On the monsters, well …

The first monster is a “conjoined bonewraith dust goblin spirit caller.” It’s hard to take that seriously. I’m guessing this is some templated build? I don’t understand that shit. Just slap some stats down; why do designers feel the need to use the rules to build a monster? And if it’s not a templated build, then why the fuck would you give it a six word name that seems like a template build? It’s hard to take seriously when adventures do this. Not to mention the monsters are long. Like, a page and half in one case. There’s this style of adventure that seems to take rules lawyering to a new heights, and this is one of them. Everything explained using current rules and two paragraph entries for new monsters. Didn’t the OD&D mind flayer just each brains on a 1-2 out of a d6? Seems easier to run than digging through 1.5 pages of stats to read two paragraphs while you’re trying to run a combat with six players.

The read-aloud is ok. It’s certainly evocative although it tends towards to the unnecessarily flowery novelist style. And while there’s a LOT of DM text it’s formatted rather well in most cases. Too long, way too long, with too much crap in it that doesn’t matter during the adventure. It does matter if you are reading the adventure for fun … nice fluff. Which, of course, is also a major sin of adventure writing. More is not more. More gets in the way of running the adventure at the table.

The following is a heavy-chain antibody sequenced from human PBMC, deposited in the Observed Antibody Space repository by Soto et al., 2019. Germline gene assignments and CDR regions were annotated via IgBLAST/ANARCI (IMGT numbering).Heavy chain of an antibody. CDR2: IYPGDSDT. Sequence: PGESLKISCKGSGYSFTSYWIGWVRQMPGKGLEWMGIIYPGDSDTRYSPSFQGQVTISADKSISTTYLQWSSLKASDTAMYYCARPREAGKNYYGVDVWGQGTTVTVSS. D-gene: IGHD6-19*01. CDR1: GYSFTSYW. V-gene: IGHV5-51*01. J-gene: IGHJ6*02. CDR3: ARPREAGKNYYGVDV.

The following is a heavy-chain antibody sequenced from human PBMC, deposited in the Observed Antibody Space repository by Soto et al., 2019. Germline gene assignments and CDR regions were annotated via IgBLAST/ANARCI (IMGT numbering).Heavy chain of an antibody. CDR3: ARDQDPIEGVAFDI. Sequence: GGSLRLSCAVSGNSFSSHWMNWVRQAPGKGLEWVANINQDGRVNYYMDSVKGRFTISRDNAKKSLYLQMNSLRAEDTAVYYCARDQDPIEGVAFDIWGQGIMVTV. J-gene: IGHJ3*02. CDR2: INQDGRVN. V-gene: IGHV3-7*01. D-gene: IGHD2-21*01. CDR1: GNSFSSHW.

This thing is the definition of idiosyncratic. The “Winning”, respawn and six deaths things. The setting is a world overrun by hell with the PC’s launching an ark in to space with humanity’s last souls. The pregens are all female and named “Sister of Mercy” and “SIster of Judgement” and “SIster of Fury.” [Sadly, no one sang corrosion to me during the review.] This is hard to use during a normal game and probably a decent con game. But then, the pregens are not formatted for easy printing, running to multiple columns. And the monsters are hard to grasp. And the map is not optimized for a con print.

I’m going to give the designer the benefit of the doubt. I think they wrote an ok convention game. And then the Kobolds got ahold of it and fucked it up by putting the map on one page, spreading the pregens over multiple columns/pages, and forcing a “standard monsters format” and mechanics bullshit. Then hey marketed it as an general purpose adventure instead of a one-shot … which I fucking HATE.

The preview s five pages. The last page shows you the map and the second to last shows you the first room. Nice imagery, and mechanics associated with it, but WAY too long.
This is $7 at DriveThru.https://www.drivethrurpg.com/product/240933/Tomb-of-Mercy-for-5th-Edition?affiliate_id=1892600